Lows: It is not a low but for my personal taste, I would prefer a more detailed figure base....and be careful to add pins on bigger parts when working with 90 mm figures.
    Verdict: Absolutely a very nice figure sculpted in elegant details by Konnov and casted perfect in Romeo quality.
    Percentage Rating
      Scale: 90mm
      Mfg. ID: RM 90-15
      Suggested Retail: 74.50EUR
      PUBLISHED: Jan 02, 2008
      THIS REVIEWER: 92.20%
      MAKER/PUBLISHER: 92.18%

    Our Thanks to Romeo Models!
    This item was provided by them for the purpose of having it reviewed on this KitMaker Network site. If you would like your kit, book, or product reviewed, please contact us.

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    About Engin Kayral (Graywolf)

    Born in 1962,married and having 2 sons. I started modelling about 8 years old building USS Fletcher with mom. It was a model dad brought from USA., I think in those days only a few people in Turkey had info on scale model kits. Grown as an AF officer son , I built many aircraft models in years. Som...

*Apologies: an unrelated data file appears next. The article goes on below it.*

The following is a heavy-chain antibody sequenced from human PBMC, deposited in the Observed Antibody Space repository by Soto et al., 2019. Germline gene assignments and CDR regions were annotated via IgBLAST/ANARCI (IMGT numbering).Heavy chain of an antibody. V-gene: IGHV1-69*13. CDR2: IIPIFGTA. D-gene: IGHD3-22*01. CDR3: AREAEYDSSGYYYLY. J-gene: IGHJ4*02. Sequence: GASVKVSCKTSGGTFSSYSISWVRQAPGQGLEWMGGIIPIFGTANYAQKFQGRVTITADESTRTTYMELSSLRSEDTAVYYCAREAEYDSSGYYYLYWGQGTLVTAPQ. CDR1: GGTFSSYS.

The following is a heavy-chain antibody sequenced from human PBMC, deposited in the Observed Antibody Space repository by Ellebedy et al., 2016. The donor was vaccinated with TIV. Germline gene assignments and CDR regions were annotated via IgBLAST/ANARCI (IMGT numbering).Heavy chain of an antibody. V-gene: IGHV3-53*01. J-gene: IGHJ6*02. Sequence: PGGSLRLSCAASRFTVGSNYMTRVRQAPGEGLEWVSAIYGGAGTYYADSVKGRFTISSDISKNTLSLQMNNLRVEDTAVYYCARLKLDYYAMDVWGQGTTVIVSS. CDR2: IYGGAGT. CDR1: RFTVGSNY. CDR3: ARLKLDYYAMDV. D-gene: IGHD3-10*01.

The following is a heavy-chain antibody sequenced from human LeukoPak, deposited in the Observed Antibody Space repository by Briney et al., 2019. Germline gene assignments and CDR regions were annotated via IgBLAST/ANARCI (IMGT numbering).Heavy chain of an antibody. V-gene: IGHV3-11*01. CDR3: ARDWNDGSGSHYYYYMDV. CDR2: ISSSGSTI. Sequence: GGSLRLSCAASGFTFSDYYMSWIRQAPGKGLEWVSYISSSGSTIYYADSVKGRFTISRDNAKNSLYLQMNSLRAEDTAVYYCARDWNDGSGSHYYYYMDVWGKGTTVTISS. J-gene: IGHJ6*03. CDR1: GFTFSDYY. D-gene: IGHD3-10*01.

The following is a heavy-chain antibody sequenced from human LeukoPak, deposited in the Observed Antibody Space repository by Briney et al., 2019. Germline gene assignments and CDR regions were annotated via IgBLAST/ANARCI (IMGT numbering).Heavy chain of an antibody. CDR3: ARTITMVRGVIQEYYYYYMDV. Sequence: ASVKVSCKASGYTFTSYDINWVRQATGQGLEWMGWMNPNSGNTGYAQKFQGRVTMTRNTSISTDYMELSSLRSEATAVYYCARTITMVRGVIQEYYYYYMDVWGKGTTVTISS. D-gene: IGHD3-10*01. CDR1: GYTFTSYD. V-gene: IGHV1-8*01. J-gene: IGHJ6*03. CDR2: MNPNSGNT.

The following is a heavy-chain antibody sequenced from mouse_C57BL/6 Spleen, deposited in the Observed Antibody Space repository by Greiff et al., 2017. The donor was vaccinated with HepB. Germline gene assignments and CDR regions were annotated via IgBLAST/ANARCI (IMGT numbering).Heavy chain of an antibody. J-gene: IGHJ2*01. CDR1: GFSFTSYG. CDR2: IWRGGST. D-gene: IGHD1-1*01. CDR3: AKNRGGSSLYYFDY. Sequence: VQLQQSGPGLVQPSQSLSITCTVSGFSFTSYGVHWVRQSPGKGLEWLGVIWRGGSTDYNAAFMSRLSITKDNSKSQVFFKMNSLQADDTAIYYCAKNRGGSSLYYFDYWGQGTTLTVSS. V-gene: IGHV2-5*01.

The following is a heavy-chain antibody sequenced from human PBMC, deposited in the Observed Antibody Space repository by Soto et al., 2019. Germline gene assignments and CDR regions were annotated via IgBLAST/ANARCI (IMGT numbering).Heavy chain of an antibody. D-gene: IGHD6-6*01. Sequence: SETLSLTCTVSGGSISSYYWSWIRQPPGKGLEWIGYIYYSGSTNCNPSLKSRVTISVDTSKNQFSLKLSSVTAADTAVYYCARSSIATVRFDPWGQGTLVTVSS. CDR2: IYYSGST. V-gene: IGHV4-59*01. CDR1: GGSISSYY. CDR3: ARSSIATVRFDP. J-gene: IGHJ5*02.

Copyright ©2021 text by Engin Kayral [ GRAYWOLF ]. Images also by copyright holder unless otherwise noted. Opinions expressed are those of the author(s) and not necessarily those of Historicus Forma or Silver Star Enterprises. All rights reserved.


    Nice review. Thanks Engin
    JAN 02, 2008 - 08:27 AM
    What a wonderful figure; the pose and the details... the box art is fantastic. Thanks for the review Engin, Mario.
    JAN 02, 2008 - 09:48 PM
    Beautiful piece and a masterful review . Thanks Engin !!
    JAN 03, 2008 - 12:52 AM
    Beautiful figure, I wonder why the Centurion wore his sword on the left as the scutum makes it very difficult to draw. Much easier to have the sword on the right, as the blade is short enough to allow it to be drawn quickly without causing problems for anyone standing next to you. David
    JAN 03, 2008 - 10:29 PM